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The Museum Of Arts And Design: A Showcase Of Craftsmanship

The Museum Of Arts And Design: A Showcase Of Craftsmanship

Picture of Yi Zhou
Updated: 12 December 2015
The Museum of Arts and Design, widely known as the MAD Museum, displays the best of contemporary art and design from its midtown Manhattan location in Columbus Circle. Founded in 1956 by Aileen Osborne Craft, this innovative museum showcases and emphasizes the materials and handiwork that goes into bringing design to life. We take a closer look at the MAD Museum’s history in New York City.

Formally known as the Museum of Contemporary Craft, the Museum of Arts and Design has long celebrated the craftsmanship and materials that go into design of various mediums. Alongside expertly curated exhibitions, the museum holds workshops and seminars on a wide range of topics, including performance art, theater, and gender.

Current exhibitions explore The Art of the Mannequin, Women in Art, Craft and Design, and Richard Estes: Painting in New York City, which is inspired by New York City.

With a history of furniture showcases, the Museum of Arts and Design is the first to display Ralph Pucci’s work with mannequins in Ralph Pucci: The Art of the Mannequin. Taking inspiration from the hyper-realistic and finely detailed statues of Roman and Greek origin, this exhibition showcases 30 of Pucci’s mannequins. His collaborator and sculptor, Michael Evert, is present as an artist-in-residence to help guide viewers through the entire process of crafting the exhibition, as per the MAD Museum’s mission to emphasize the process of molding raw material into art.

Also on at the MAD Museum is Richard Estes: Painting New York City. The museum contains a collection of Estes’ works in various mediums, including photographs, silkscreens, wood work, and paintings. A forerunner in the photorealism style — a genre that came about in the 1970s as a counterargument to minimalism and abstraction — this exhibition is filled with paintings that are lovingly detailed and depict Estes’ muse, New York City.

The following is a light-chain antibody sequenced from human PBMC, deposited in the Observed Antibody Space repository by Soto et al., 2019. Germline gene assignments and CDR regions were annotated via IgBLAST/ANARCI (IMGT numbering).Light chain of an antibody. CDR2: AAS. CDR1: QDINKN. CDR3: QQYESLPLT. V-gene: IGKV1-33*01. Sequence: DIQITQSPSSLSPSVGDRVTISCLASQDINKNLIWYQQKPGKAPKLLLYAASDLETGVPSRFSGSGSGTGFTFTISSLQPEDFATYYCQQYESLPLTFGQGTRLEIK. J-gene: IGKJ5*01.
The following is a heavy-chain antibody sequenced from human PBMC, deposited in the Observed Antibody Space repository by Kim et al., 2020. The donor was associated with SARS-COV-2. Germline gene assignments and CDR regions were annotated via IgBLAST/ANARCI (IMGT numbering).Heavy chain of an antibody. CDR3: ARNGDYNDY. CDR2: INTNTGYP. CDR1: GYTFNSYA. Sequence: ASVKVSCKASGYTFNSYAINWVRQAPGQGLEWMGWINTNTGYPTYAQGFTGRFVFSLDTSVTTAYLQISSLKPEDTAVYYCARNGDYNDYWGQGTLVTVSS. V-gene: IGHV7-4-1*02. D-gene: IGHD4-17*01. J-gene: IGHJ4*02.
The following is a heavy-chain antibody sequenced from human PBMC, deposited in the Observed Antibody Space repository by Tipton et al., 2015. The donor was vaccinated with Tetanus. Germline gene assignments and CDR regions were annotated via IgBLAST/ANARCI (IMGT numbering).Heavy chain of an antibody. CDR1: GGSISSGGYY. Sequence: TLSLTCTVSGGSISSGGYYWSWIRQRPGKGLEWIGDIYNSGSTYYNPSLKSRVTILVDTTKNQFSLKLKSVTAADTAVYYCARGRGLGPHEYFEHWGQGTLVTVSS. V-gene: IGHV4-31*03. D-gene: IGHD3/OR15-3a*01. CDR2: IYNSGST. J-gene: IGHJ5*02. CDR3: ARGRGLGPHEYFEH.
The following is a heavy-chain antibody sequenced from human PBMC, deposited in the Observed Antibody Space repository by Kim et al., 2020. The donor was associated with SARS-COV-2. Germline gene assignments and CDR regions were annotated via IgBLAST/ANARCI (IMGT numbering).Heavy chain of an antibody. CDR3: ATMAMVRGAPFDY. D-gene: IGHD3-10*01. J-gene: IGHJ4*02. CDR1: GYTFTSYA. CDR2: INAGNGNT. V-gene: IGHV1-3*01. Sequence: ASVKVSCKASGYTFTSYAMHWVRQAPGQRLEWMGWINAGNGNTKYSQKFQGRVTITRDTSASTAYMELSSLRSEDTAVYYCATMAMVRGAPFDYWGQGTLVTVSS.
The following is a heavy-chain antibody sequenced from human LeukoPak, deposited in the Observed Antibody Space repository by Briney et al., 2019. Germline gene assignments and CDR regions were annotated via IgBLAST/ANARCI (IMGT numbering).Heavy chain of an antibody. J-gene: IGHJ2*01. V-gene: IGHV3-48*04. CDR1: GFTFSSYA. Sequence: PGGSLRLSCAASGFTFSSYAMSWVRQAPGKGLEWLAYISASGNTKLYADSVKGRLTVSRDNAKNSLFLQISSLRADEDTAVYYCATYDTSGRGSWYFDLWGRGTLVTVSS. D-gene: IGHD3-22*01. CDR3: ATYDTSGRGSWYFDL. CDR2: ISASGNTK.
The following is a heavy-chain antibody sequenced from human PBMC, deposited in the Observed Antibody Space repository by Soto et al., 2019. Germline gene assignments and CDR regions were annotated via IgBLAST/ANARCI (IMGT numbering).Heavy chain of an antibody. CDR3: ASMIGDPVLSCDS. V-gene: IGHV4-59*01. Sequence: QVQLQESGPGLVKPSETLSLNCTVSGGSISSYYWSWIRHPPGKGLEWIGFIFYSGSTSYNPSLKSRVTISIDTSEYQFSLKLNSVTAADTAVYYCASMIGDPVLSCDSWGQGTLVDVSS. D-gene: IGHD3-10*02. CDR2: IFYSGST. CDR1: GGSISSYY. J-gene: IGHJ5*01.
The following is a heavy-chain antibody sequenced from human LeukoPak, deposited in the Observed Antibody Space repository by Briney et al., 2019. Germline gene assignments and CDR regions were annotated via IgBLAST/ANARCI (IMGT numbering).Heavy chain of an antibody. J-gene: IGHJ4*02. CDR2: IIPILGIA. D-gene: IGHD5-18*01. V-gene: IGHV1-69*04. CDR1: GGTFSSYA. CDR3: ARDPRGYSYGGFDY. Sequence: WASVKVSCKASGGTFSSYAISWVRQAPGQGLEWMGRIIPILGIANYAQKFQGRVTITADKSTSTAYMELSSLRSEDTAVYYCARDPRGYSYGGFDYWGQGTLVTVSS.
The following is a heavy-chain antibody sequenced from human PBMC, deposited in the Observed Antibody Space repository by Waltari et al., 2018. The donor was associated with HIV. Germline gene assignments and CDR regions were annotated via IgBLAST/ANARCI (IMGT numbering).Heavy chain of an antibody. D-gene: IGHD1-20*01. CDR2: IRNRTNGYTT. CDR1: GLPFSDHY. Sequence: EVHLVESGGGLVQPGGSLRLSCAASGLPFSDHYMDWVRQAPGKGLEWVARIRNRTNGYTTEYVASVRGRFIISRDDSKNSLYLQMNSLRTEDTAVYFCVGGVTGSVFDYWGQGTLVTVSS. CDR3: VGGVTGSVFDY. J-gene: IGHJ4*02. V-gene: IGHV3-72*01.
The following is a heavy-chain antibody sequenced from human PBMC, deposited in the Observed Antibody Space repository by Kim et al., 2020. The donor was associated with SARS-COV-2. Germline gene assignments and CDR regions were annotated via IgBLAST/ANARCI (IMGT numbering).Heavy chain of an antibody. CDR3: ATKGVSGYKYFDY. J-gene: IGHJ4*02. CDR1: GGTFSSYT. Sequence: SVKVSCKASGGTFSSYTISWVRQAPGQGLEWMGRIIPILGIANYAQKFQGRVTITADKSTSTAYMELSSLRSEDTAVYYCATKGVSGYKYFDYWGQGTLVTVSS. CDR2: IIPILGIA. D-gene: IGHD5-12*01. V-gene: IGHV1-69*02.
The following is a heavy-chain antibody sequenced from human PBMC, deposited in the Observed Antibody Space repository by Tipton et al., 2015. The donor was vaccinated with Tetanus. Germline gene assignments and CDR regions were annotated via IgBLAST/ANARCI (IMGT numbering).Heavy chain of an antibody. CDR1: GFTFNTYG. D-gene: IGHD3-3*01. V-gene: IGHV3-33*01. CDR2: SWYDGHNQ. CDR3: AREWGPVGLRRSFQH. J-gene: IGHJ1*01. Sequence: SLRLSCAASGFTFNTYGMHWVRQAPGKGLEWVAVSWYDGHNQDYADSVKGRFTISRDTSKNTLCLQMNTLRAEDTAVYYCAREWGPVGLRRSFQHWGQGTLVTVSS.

Paying tribute to the works of female artists in post-war modernism is Pathmakers: Women in Art, Craft, and Design. In an era when most credited artists were men, the Museum of Arts and Design’s third current show highlights the impacts and innovations made by woman within the fields of textiles, ceramics, and metals. The museum cites a multitude of contributors to its collection of over one hundred pieces, including Ruth Asawa, known largely for her wire sculptures and public fountains, Edith Heath who is remembered for her skill and respect for the ceramic craft, Lenore Tawney, an innovator in the field of fiber art, as well as many others. Not limiting itself solely to artists based in the United States, this exhibit reaches to European artists as well. Their works are placed side-by-side with their American counterparts, developing a sense of inclusion that allows viewers to appreciate the likenesses evident in works all over the world. Both contemporary and historical pieces will be shown to expand upon the legacy of the women who inspired artists of their future.

Future shows will span from futuristic designs to the art of watchmaking. Using a juxtaposition of the past and present day, the MAD Museum presents itself as an avenue for artists both emerging and experienced, placing as much emphasis on the materials and dedicated work as much as the finished piece itself.

By Yi Zhou

A student at Binghamton University, Yi Zou is a native to Beijing currently living in New York. As an aspiring writer she enjoys exploring various forms of story telling media. Along with continuing to polish her diction and language, she continues to hold interest in the art and history of the city around her.